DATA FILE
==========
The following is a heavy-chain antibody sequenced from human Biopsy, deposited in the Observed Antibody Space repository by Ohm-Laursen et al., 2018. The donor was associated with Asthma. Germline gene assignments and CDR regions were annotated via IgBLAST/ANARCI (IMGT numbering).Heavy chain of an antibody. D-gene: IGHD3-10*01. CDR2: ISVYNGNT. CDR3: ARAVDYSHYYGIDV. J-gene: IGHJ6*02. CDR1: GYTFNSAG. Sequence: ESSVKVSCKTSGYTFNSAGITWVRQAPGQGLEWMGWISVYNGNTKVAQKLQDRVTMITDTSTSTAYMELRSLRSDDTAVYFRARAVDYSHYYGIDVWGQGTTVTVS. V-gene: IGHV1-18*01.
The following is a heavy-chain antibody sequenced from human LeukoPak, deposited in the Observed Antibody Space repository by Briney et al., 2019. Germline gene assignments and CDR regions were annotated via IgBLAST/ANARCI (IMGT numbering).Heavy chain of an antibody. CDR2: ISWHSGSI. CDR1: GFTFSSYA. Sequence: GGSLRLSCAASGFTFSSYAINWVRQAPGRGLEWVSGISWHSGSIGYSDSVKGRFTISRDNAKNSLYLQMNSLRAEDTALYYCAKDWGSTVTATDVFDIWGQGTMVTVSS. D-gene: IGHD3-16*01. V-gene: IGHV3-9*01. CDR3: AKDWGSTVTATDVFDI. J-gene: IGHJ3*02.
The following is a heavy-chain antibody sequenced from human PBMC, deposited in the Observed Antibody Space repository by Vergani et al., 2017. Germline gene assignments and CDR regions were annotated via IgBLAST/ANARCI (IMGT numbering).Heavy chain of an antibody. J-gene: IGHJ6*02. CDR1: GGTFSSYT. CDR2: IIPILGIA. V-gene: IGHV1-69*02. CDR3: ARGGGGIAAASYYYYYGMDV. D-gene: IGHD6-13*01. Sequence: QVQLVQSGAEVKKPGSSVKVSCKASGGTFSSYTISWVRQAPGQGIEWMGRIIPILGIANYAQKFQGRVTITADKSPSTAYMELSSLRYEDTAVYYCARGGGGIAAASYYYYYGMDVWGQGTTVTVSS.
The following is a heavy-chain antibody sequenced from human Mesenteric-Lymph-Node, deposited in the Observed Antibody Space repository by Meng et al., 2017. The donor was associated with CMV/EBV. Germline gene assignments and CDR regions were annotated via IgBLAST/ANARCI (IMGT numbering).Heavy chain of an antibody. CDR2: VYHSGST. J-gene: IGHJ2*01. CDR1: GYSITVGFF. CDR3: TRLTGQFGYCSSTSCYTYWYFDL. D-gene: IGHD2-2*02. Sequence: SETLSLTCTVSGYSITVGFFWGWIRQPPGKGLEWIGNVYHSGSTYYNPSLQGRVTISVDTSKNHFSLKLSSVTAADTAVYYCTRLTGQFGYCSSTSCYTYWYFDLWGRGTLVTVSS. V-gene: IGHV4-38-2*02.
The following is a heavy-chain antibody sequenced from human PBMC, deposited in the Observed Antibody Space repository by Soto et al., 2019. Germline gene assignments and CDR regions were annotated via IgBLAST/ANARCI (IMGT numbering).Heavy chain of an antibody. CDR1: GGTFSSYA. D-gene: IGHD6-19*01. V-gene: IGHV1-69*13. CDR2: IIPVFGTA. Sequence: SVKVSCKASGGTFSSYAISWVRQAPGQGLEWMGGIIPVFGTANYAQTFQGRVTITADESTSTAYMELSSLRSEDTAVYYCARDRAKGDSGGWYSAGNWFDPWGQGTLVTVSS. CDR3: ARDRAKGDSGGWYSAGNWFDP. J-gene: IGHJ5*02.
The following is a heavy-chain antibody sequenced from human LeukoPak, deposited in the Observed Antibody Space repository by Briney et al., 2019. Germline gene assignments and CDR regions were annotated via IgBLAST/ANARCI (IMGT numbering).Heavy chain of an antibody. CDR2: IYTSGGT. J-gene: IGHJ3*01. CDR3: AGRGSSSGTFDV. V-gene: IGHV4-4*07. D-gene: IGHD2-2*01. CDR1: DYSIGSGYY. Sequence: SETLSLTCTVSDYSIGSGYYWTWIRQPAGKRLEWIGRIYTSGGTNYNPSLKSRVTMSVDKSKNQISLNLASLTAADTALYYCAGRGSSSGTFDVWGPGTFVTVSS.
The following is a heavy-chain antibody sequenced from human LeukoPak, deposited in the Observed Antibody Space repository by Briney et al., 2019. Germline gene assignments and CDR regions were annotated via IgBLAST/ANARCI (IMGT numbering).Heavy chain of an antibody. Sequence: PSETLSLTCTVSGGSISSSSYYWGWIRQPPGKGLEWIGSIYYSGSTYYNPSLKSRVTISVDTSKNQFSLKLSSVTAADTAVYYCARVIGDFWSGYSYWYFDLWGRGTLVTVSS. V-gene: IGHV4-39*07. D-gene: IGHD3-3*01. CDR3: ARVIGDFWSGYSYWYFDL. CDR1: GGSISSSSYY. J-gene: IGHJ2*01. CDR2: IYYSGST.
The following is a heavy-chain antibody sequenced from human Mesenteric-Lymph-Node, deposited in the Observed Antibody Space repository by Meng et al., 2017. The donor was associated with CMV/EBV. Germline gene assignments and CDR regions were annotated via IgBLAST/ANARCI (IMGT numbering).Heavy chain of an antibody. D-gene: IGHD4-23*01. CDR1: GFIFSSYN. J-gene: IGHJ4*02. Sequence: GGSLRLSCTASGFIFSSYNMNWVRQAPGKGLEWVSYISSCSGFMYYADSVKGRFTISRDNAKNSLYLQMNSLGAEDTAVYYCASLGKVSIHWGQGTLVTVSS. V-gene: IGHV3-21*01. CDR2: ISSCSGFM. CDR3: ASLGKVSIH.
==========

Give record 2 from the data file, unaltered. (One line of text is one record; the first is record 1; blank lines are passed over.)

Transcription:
The following is a heavy-chain antibody sequenced from human LeukoPak, deposited in the Observed Antibody Space repository by Briney et al., 2019. Germline gene assignments and CDR regions were annotated via IgBLAST/ANARCI (IMGT numbering).Heavy chain of an antibody. CDR2: ISWHSGSI. CDR1: GFTFSSYA. Sequence: GGSLRLSCAASGFTFSSYAINWVRQAPGRGLEWVSGISWHSGSIGYSDSVKGRFTISRDNAKNSLYLQMNSLRAEDTALYYCAKDWGSTVTATDVFDIWGQGTMVTVSS. D-gene: IGHD3-16*01. V-gene: IGHV3-9*01. CDR3: AKDWGSTVTATDVFDI. J-gene: IGHJ3*02.